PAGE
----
A retired GP has told how he was moved to break Covid rules when faced with a patient’s tragic story of loss under isolation.
Dr Prit Buttar volunteered to administer coronavirus vaccines near his home in Dumfries and Galloway.
When he saw the latest party-gate allegations detailing a “bring your own booze” gathering in the garden of Downing Street on May 20, 2020, it prompted him to share a time when he decided to break the rules.
It was a “typical” busy day in the sports hall in Annan that had been turned into a vaccine centre when a woman came in apologising for missing her appointment.
She was assured it was not a problem and that she could receive the jab there and then.
When she sat down opposite Dr Buttar continuing to apologise he said he could tell she needed to talk.
“She and her husband had moved to Scotland shortly before Covid started, and almost as soon as they arrived, he was diagnosed with cancer,” he told STV News.
The woman had cared for her husband through the first lockdown, including driving him to Dumfries and up to Glasgow for treatment, until he had eventually died shortly before she came to the vaccine clinic.
Her son lived in England and his wife had contracted the virus, so she had been left to the deal with the consequences of the death alone.
Having only moved to the area shortly before lockdown and preoccupied with her husband’s care she had not had the opportunity to make friends.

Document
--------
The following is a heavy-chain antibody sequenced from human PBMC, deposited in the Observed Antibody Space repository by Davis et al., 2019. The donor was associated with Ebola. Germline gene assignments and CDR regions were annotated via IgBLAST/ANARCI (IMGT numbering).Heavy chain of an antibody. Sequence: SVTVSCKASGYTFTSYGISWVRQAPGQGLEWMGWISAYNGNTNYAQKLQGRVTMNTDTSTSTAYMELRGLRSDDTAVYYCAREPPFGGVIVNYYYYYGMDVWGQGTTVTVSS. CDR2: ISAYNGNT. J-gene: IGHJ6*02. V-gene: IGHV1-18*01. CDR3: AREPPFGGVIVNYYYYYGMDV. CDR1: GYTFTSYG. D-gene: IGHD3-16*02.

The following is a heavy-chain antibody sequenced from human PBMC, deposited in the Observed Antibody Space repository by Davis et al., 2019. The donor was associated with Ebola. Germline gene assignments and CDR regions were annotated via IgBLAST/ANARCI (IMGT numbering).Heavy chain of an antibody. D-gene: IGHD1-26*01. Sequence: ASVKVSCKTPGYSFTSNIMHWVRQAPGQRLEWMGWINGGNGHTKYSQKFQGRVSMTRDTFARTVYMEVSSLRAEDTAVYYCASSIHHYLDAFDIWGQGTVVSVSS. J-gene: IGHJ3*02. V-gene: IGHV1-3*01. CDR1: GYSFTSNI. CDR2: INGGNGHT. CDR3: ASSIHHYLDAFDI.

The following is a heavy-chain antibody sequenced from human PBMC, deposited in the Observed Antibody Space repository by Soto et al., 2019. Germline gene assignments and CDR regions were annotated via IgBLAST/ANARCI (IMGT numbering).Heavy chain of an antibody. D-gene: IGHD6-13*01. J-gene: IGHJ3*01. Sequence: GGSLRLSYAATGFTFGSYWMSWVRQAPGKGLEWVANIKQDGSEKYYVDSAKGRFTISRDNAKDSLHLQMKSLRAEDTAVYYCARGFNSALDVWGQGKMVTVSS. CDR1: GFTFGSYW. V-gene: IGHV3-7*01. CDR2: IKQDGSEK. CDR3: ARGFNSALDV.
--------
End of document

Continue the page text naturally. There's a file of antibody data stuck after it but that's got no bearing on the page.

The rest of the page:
“She was just on the verge of tears,” Dr Buttar said, “So, I just leaned forward and put my arms around her and gave her a hug.
“She then burst into tears and told me that I was the first person to have hugged her since her husband died.”
With an investigation being carried out by a top civil servant into several parties organised in government departments throughout the pandemic, the retired GP said he was struck by how differently he had approached coronavirus restrictions.
“The contrast couldn’t be greater, really, the gulf between the sacrifices that ordinary people made and those at the very top,” he told STV News.
“It’s not the sort of gulf that can be bridged by a half baked apology.
“I’m now far beyond anger. It’s just this sense of almost exhausted resignation.
“To pretend that this can somehow be defended and we can somehow move on from this just shows a complete disregard for reality and, to be honest, utter disrespect to people like this poor woman and their suffering.”
As the No 10 press office is forced to deny the Prime Minister refers to himself as “big dog” – in response to claims a concerted effort dubbed “Operation: Save Big Dog” had been launched – Dr Buttar said he had been inundated with stories of people who wish they had broken the rules to comfort someone but felt like they could not.
“Some of them are actually heartbreaking,” he said, “Other people who had done similar things, and also many people who hadn’t and now bitterly regretted not doing so, especially in the light of the revelations of the last week or two.
“Every person’s suffering is unique. But this just seemed to be so tragic.
“This woman who had moved to Scotland to spend twilight years with her husband in retirement and everything had gone so tragically wrong.
“It seemed the least I could do.”
No 10 said it was “not accurate” to suggest Boris Johnson knew about a party held in the Downing Street garden on May 20, 2020.
It follows allegations that the Prime Minister was warned about the “bring your own booze” gathering beforehand.
But the Prime Minister’s official spokesman said: “We made clear over the weekend that it’s untrue to say that the Prime Minister was told or warned ahead of that.”
The spokesman also denied Mr Johnson had said people were “over-reacting” about the gathering.